To account for the evolving nature of a new, high-profile program, we ran daily stand-ups with the project team and encouraged involvement in workshops and tests. This became vital to the project’s success, creating a shared understanding of the problems, allowing us to work through them together and highlighting risks and unknowns to the client early.

The BoT project room
Information Design & Content Strategy
Content audit and mapping
Initial research highlighted the importance of making the content concise and relevant to the audience. With this in mind, I collected all the current program marketing material and began to redraft key snippets to form the essence of what needed communicating. They were then grouped into a natural site structure to reflect the assumed user flow.

Sketch workshops 
Whiteboard sketches proposing what each of the main pages could look like were drawn up. These sketches then were impression tested as paper prototypes for early feedback with business owner contacts of the team.

Feedback showed we needed the content in context to really understand the program nuances, and answer immediate questions that may be acting as barriers towards task completion (such as the application process). Detailed wireframes were created for both the mobile and desktop experience, with the rough content snippets threaded in. 

Example mid-fidelity wireframes for the Home, About and Entry details pages.

As the wireframes evolved and collected feedback, hotspots and complex interactions were added to make the interactivity as close to the envisioned experience as possible.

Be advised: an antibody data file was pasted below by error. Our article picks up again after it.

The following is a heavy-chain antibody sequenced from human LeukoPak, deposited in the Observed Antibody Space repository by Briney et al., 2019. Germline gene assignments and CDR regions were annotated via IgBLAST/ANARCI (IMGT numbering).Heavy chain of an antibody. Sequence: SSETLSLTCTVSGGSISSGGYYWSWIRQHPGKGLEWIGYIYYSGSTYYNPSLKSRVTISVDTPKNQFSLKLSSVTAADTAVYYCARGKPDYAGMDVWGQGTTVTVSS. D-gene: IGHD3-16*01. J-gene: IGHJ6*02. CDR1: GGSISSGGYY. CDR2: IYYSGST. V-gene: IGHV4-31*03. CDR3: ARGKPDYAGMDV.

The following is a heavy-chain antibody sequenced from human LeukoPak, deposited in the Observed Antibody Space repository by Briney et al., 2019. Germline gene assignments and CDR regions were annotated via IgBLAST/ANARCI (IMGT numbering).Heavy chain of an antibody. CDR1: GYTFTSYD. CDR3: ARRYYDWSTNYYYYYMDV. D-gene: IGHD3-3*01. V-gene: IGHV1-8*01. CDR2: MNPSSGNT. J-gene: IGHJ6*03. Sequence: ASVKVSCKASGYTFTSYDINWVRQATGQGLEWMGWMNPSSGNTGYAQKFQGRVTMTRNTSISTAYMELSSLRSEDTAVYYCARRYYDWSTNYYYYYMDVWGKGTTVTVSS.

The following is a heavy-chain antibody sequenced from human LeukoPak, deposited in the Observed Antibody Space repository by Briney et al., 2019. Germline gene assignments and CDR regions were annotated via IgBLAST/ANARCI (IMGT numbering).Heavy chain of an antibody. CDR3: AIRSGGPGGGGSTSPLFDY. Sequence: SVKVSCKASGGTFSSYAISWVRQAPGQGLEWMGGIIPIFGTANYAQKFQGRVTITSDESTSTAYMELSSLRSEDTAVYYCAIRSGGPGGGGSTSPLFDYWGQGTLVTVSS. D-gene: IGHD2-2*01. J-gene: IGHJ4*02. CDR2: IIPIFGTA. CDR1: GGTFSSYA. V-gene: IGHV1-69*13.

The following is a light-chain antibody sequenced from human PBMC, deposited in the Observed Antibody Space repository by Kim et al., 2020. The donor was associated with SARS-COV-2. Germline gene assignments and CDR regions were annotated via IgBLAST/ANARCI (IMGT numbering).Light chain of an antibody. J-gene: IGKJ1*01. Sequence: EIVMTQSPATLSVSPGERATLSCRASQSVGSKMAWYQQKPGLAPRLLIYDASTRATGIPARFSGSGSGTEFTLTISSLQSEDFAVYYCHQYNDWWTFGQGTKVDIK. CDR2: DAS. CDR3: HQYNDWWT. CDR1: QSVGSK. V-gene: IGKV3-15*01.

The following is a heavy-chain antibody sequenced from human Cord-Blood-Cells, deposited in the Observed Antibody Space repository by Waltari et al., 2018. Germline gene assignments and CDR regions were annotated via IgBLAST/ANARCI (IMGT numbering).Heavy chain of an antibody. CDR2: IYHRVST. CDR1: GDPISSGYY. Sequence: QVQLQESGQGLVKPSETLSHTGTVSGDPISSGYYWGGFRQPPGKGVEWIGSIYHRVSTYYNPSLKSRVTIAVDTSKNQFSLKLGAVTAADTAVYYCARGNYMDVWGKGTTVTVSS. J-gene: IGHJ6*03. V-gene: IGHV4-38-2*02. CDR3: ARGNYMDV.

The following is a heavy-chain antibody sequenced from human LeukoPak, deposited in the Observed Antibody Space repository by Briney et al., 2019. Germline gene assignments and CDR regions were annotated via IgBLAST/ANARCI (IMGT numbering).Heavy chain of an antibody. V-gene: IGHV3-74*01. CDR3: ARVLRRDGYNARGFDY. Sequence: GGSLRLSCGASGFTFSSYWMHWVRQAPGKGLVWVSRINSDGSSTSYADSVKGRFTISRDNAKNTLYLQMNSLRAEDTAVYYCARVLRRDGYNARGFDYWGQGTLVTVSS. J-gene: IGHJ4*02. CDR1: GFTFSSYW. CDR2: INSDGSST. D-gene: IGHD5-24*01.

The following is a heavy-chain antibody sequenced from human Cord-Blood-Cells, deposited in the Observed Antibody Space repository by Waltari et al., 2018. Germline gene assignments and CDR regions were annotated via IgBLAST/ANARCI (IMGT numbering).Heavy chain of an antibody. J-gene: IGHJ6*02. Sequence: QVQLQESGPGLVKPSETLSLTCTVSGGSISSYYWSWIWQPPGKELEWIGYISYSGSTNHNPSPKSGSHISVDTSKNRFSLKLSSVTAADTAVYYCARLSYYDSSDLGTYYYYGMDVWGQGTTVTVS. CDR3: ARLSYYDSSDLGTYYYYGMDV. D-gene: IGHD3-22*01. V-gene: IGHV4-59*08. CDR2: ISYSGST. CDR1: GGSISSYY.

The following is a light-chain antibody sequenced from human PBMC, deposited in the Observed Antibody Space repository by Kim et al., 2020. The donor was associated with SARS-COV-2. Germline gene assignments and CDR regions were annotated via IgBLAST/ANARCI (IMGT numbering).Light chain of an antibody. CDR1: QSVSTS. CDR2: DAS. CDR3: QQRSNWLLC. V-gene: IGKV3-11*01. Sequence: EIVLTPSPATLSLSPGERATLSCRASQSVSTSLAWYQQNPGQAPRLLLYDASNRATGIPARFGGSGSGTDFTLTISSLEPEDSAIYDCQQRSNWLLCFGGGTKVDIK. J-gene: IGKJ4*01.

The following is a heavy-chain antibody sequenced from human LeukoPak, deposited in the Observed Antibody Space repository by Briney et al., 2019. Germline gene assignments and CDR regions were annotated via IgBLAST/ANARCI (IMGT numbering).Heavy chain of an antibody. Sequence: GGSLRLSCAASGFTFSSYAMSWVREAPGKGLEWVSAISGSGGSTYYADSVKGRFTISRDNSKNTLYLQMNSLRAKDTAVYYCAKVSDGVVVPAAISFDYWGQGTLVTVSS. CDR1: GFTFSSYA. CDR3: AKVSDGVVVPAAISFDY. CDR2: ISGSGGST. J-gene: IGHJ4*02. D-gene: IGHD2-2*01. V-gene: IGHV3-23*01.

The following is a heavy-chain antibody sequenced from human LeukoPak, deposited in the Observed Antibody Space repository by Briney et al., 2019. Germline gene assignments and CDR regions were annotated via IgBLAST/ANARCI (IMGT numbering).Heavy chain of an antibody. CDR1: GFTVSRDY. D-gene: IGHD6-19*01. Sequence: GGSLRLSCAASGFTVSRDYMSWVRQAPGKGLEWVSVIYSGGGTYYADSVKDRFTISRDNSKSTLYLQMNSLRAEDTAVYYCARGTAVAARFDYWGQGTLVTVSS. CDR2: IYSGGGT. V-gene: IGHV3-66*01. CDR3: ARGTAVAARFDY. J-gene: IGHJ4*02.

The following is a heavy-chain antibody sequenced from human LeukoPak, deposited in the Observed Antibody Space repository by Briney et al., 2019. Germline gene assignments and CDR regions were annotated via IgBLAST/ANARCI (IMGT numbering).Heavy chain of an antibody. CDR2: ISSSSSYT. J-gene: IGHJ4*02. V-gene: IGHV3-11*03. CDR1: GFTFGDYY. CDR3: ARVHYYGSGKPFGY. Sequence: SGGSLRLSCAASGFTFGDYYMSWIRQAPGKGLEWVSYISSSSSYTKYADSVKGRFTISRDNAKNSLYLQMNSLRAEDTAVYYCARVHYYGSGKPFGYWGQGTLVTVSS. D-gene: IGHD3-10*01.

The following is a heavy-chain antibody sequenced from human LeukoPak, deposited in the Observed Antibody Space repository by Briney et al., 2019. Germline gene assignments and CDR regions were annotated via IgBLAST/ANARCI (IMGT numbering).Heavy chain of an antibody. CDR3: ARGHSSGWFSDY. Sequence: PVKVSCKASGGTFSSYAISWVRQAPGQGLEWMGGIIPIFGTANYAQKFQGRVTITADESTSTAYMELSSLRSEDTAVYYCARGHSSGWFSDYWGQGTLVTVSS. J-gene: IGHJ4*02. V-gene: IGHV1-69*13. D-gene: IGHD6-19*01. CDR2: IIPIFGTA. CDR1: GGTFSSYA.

These high fidelity prototypes served multiple purposes;
 •  acting as the blueprint for development via contextual functional specification,
 •  collecting and responding to stakeholder feedback and queries,
 •  allowing for more effective task-based usability tests.

Mobile prototype Desktop prototype

High-fidelity mobile screens used for user testing

User testing sessions
We came up with three key hypotheses that we wanted to test;
 1.   Users will understand the purpose of the program and who can enter
 2.  Users will know who can enter and what criteria is required
 3.  Users will be able to apply or nominate without any trouble
Test scripts were prepared based around 5 typical tasks, with each session lasting around 30 minutes.
A group of 7 participants with SME experience were recruited to test the prototype, each of which had no prior use of or knowledge about the website.